Iced Green Tea Latte
The label premium when referring to green tea is entirely subjective. Any company can slap the word “premium” on their own brand, but because there is no agreed upon meaning of this term, the label “premium” on its own is almost meaningless. In addition, because green tea is so diverse, even experts and tea enthusiasts who know how to locate and select high-quality tea do not agree about which teas deserve the title of the “best green tea”. That said, there are still things that you can do as a shopper to inform your purchases, so that you locate premium-quality green for a fair price.
If you are reading this article, you are most likely looking for the best quality green tea, and would like to pay as reasonable a price for it as possible. You may be looking for a brand to serve or sell in your business, searching for a gift for a tea lover, or just looking to buy a tea to drink daily in your home, for taste or for health. Regardless of what you are looking for, this article will give you a few easy pointers that will help you to locate the best green teas.
Buy from brands and companies focusing on loose-leaf green tea:
Many people in America are only accustomed to drinking tea that is packaged in tea bags. Although there are a number of high-quality teas available in bagged form, the best teas tend to only be available in loose-leaf form. When you buy tea bags, you are paying for an industrial packaging process, including the energy, materials, and machinery used to package the tea. When you buy loose-leaf tea, on the other hand, you are paying primarily for the actual production process of the leaf, and thus, paying mainly for the quality of the leaf itself, and the flavor and aroma of the finished tea.
Any company that is serious about tea and legitimately deserves the “premium” label will offer, and probably focus on, loose-leaf tea. Many of the best companies from which to buy green tea will only sell loose-leaf.
Buy single-region, single-harvest teas of named varieties:
When tea is labelled only as “green tea”, it is often a blend of teas from different regions, harvests, and of differing varieties. Each of these regions, harvests, and varieties produces unique flavors in the cup. Although tea blending can be a legitimate practice that can produce nuanced tea blends, unfortunately, the practice of blending is often used to create mass-produced blends using low-quality teas bought on the open market for as low a price as possible.
Buying green tea that is labelled as a specific named variety will often get you higher-quality tea, but this alone will not guarantee premium quality. Even specific types of green tea like dragon well, chun mee, bi luo chun, sencha, bancha, and gyokuro (to give a few examples) are sometimes blended, and these blends can sometimes include “fake” teas–batches produced with shortcut processing methods, or in regions different from the original variety.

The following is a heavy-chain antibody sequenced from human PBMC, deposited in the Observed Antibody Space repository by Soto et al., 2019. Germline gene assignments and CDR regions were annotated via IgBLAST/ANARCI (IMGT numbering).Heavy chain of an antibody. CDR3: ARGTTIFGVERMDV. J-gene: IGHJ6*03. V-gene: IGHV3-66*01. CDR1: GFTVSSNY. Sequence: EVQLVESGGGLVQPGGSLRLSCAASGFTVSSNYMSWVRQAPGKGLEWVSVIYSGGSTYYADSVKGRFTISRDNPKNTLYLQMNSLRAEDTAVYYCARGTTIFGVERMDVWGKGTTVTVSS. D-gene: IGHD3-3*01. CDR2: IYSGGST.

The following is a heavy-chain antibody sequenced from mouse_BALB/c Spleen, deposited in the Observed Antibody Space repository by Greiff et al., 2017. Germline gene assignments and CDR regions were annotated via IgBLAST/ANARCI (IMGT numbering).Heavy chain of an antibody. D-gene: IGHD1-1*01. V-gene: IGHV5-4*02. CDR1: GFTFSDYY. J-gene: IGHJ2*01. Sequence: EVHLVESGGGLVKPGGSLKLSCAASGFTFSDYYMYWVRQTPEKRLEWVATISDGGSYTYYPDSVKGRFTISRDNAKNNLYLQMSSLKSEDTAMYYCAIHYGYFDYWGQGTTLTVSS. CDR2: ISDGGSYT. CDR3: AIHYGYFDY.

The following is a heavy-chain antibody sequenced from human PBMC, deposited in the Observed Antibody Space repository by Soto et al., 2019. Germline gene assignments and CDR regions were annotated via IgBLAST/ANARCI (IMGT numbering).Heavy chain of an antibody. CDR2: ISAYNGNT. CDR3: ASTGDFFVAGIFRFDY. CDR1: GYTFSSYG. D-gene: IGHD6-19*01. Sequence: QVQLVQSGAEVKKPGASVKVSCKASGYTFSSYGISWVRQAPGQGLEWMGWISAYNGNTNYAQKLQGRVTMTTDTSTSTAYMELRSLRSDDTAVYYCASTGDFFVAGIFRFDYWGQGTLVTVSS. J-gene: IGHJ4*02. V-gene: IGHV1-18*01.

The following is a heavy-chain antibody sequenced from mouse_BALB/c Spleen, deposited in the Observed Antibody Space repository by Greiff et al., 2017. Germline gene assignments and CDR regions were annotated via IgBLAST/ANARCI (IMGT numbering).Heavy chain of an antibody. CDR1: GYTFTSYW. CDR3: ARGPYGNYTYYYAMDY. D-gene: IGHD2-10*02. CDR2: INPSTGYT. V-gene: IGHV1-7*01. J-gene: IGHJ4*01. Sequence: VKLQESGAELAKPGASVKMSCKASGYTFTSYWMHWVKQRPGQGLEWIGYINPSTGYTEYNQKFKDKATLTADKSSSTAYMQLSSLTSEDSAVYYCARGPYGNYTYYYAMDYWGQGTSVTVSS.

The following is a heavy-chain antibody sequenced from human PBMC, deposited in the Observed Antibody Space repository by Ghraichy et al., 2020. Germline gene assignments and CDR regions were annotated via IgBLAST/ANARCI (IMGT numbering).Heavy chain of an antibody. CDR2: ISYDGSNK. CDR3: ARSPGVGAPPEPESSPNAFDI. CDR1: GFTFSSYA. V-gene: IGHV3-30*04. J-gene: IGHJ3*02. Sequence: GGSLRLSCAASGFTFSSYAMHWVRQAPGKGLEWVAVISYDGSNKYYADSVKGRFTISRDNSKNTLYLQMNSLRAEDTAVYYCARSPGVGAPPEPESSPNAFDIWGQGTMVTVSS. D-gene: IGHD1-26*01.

The best teas will usually specify more information about the particular batch you are buying, such as a harvest date, a region of origin, or, when the tea is grown in one garden or estate, the name of that specific garden or estate. Tea companies that know green tea will also provide details about what makes their particular batch special, both in terms of its production, and its qualities of flavor and aroma. Companies selling a more generic product will usually rely instead on general or generic descriptions of the particular style of green being sold.
My personal favorite green tea brands:
Although each person has their own opinions, I have tried quite a lot of tea and have developed my own preferences of brands and companies to buy from. My favorite brands of green tea. Among the mainstream brands available in tea bags, I like Foojoy for Chinese teas (available in most Asian markets) and Yamamotoyama for Japanese ones. Upton Tea Imports remains a favorite, especially for Chinese teas, green or black, less so for Japanese. Life in Teacup, another one of my favorites is a tiny company that specializes in Chinese teas, and has a good selection of green and oolong teas. Lastly, I also like Rishi Tea, a leader in fair trade and organic teas, and Rishi has a good selection of green and other teas as well.
Inform yourself about green tea:
The best way to locate brands and companies of premium-quality green tea is for you yourself to know the basics of green. If you know about the major regions that produce green tea, and if you are familiar with the different varieties of both Chinese and Japanese green tea, where these varieties tend to be produced, what each variety tends to cost, and what characteristics of flavor and aroma each one has, you will be able to make more informed purchases. China and Japan are the two biggest countries, and each of these has a number of regions well-known for their green (and sometimes other) teas, but there are other notable regions as well. Some background reading can inform your purchases, but in the end, there is no substitute for actually sampling a number of teas from different companies.
Alex Zorach is the founder and editor-in-chief of RateTea, an interactive website where anyone can rate and review teas. RateTea has a database of teas classified by brand, style, and region, with a wealth of information about each variety and region. Browse listings of green teas from various brands on this site: read reviews and browse listings of different brands and styles, sample teas, and decide for yourself which are the premium brands.